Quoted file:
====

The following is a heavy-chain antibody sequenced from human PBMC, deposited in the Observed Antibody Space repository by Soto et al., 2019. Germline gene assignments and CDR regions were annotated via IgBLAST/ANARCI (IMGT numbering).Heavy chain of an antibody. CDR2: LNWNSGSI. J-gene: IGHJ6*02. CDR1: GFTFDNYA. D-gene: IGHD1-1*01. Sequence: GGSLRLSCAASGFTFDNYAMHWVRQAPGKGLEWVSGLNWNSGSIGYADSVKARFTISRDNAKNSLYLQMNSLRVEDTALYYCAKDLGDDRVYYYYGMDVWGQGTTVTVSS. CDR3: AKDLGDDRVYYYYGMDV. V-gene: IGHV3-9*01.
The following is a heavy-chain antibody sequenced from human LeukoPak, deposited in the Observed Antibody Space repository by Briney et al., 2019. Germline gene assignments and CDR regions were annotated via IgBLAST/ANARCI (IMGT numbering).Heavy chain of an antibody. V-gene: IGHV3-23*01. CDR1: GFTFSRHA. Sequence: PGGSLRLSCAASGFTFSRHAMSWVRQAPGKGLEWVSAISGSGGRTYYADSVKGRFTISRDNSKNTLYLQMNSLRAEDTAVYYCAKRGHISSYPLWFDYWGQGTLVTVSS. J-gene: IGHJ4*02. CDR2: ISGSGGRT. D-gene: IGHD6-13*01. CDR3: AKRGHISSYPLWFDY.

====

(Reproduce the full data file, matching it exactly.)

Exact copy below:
The following is a heavy-chain antibody sequenced from human PBMC, deposited in the Observed Antibody Space repository by Soto et al., 2019. Germline gene assignments and CDR regions were annotated via IgBLAST/ANARCI (IMGT numbering).Heavy chain of an antibody. CDR2: LNWNSGSI. J-gene: IGHJ6*02. CDR1: GFTFDNYA. D-gene: IGHD1-1*01. Sequence: GGSLRLSCAASGFTFDNYAMHWVRQAPGKGLEWVSGLNWNSGSIGYADSVKARFTISRDNAKNSLYLQMNSLRVEDTALYYCAKDLGDDRVYYYYGMDVWGQGTTVTVSS. CDR3: AKDLGDDRVYYYYGMDV. V-gene: IGHV3-9*01.
The following is a heavy-chain antibody sequenced from human LeukoPak, deposited in the Observed Antibody Space repository by Briney et al., 2019. Germline gene assignments and CDR regions were annotated via IgBLAST/ANARCI (IMGT numbering).Heavy chain of an antibody. V-gene: IGHV3-23*01. CDR1: GFTFSRHA. Sequence: PGGSLRLSCAASGFTFSRHAMSWVRQAPGKGLEWVSAISGSGGRTYYADSVKGRFTISRDNSKNTLYLQMNSLRAEDTAVYYCAKRGHISSYPLWFDYWGQGTLVTVSS. J-gene: IGHJ4*02. CDR2: ISGSGGRT. D-gene: IGHD6-13*01. CDR3: AKRGHISSYPLWFDY.